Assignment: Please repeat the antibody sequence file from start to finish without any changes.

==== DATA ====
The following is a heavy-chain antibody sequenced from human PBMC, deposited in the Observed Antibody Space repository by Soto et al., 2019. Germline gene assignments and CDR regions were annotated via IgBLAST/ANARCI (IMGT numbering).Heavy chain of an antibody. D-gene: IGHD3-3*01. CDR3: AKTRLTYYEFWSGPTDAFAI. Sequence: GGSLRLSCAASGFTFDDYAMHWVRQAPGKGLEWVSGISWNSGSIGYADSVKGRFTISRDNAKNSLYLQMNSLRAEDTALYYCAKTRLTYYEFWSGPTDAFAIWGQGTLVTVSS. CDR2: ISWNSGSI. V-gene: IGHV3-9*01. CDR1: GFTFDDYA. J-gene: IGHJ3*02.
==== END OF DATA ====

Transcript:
The following is a heavy-chain antibody sequenced from human PBMC, deposited in the Observed Antibody Space repository by Soto et al., 2019. Germline gene assignments and CDR regions were annotated via IgBLAST/ANARCI (IMGT numbering).Heavy chain of an antibody. D-gene: IGHD3-3*01. CDR3: AKTRLTYYEFWSGPTDAFAI. Sequence: GGSLRLSCAASGFTFDDYAMHWVRQAPGKGLEWVSGISWNSGSIGYADSVKGRFTISRDNAKNSLYLQMNSLRAEDTALYYCAKTRLTYYEFWSGPTDAFAIWGQGTLVTVSS. CDR2: ISWNSGSI. V-gene: IGHV3-9*01. CDR1: GFTFDDYA. J-gene: IGHJ3*02.